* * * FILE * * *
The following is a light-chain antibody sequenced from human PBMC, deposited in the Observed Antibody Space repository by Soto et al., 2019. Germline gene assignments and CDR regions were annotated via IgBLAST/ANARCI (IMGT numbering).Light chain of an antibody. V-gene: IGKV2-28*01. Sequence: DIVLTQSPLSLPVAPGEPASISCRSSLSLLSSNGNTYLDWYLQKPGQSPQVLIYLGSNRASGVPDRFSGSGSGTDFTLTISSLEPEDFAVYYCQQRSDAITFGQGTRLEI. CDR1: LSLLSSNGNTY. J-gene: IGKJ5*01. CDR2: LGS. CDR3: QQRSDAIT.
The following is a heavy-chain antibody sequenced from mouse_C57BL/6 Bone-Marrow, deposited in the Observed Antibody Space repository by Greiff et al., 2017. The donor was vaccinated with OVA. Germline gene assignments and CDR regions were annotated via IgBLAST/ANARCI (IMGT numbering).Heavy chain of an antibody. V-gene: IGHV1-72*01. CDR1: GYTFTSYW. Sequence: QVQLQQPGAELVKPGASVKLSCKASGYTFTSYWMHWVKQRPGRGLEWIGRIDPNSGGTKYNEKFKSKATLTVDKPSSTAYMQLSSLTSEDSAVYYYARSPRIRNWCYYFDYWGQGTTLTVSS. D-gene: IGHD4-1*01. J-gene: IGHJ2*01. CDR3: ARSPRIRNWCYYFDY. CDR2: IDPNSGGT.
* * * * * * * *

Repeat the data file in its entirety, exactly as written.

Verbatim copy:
The following is a light-chain antibody sequenced from human PBMC, deposited in the Observed Antibody Space repository by Soto et al., 2019. Germline gene assignments and CDR regions were annotated via IgBLAST/ANARCI (IMGT numbering).Light chain of an antibody. V-gene: IGKV2-28*01. Sequence: DIVLTQSPLSLPVAPGEPASISCRSSLSLLSSNGNTYLDWYLQKPGQSPQVLIYLGSNRASGVPDRFSGSGSGTDFTLTISSLEPEDFAVYYCQQRSDAITFGQGTRLEI. CDR1: LSLLSSNGNTY. J-gene: IGKJ5*01. CDR2: LGS. CDR3: QQRSDAIT.
The following is a heavy-chain antibody sequenced from mouse_C57BL/6 Bone-Marrow, deposited in the Observed Antibody Space repository by Greiff et al., 2017. The donor was vaccinated with OVA. Germline gene assignments and CDR regions were annotated via IgBLAST/ANARCI (IMGT numbering).Heavy chain of an antibody. V-gene: IGHV1-72*01. CDR1: GYTFTSYW. Sequence: QVQLQQPGAELVKPGASVKLSCKASGYTFTSYWMHWVKQRPGRGLEWIGRIDPNSGGTKYNEKFKSKATLTVDKPSSTAYMQLSSLTSEDSAVYYYARSPRIRNWCYYFDYWGQGTTLTVSS. D-gene: IGHD4-1*01. J-gene: IGHJ2*01. CDR3: ARSPRIRNWCYYFDY. CDR2: IDPNSGGT.